Why understanding stakeholder perspectives and emotions is important in upland woodland creation – a case study from Cumbria, UK

This is a Preprint and has not been peer reviewed. The published version of this Preprint is available: https://doi.org/10.1016/j.landusepol.2021.105929. This is version 3 of this Preprint.

Add a Comment

You must log in to post a comment.


There are no comments or no comments have been made public for this article.


Download Preprint


Sara Vangerschov Iversen, Claire Holt, Naomi van der Velden, Lois Mansfield, Ian Convery


Upland regions in the United Kingdom (UK) are increasingly under consideration as potential areas for the creation of woodlands. This is driven by a combination of factors, including the aims of UK forestry and environmental policy to increase woodland cover, meeting international greenhouse gas emission reduction targets, agro-environment schemes in national and international policy, and an increasing public awareness of the ecosystem service benefits landscapes can deliver for society. Creating new woodlands in upland areas is challenging, partly due to concerns of the potential impacts from a change in land use and also due to stakeholder perspectives. In the UK, the upland landscape is in multiple ownership and currently managed by multiple land managers and stakeholders with contrasting aims and objectives. This research adds a much needed qualitative element to the overall understanding of this complex topic, by carrying out a Q-methodology investigation of stakeholder perspectives of upland woodland creation. Three characteristic groups of stakeholders are identified as 1. ‘Not enough is done to protect the environment’, 2. ‘Changing the landscape is changing us’ and 3. ‘let’s not let our emotions get in the – seeing the bigger picture’. The clear potential for antagonism, and even conflict, in ideologies and approaches between these groups highlights the importance of engaging with stakeholders and employing approaches rooted in mutual understanding, participation and collaboration. Stakeholder perspectives are a powerful influence on if, and how, woodlands are created and maintained, thus understanding emotions and attitudes is a vitally important part of the challenge of creating new woodlands in the uplands of Cumbria.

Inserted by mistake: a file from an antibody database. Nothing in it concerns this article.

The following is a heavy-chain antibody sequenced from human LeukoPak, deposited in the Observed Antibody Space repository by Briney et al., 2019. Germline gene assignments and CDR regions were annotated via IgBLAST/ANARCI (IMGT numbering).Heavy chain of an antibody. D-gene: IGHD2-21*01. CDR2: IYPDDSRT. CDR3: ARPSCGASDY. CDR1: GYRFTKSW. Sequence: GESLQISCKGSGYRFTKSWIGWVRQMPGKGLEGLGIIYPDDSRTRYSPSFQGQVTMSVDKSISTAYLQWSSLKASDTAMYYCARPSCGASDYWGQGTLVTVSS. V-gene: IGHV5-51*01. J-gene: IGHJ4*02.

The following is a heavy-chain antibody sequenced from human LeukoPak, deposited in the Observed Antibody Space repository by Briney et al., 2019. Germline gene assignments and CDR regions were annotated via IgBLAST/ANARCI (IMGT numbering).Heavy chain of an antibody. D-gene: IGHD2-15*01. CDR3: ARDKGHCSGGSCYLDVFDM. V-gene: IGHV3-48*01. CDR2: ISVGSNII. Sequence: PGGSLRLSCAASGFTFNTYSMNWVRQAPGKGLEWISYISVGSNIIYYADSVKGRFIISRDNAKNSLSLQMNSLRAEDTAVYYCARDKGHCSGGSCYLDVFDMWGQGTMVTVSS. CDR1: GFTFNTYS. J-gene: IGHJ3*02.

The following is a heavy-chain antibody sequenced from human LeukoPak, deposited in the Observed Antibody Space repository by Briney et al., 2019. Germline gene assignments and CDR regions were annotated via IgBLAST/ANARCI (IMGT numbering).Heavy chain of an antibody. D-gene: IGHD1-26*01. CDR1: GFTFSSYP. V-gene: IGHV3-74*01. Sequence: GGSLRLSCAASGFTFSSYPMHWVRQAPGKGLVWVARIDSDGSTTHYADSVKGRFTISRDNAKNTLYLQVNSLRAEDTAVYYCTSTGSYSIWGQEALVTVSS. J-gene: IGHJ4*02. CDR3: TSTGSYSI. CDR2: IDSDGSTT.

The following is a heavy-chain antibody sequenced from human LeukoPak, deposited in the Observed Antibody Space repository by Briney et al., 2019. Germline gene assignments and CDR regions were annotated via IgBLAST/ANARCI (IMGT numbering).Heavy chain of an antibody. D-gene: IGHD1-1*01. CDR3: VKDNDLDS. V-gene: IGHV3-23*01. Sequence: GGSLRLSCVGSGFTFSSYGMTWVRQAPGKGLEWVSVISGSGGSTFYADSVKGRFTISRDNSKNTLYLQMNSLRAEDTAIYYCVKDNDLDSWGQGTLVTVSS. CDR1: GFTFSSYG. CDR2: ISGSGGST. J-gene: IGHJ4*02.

Community-based Research, Environmental Studies, Human Ecology, Social and Behavioral Sciences, Sociology


consultation processes, cultural landscapes, Q methodology, Stakeholder perspectives, upland management, Woodland creation


Published: 2021-10-15 11:26

Last Updated: 2022-04-06 09:35

Older Versions

CC-By Attribution-ShareAlike 4.0 International

Additional Metadata

Data and Code Availability Statement:
Contact main author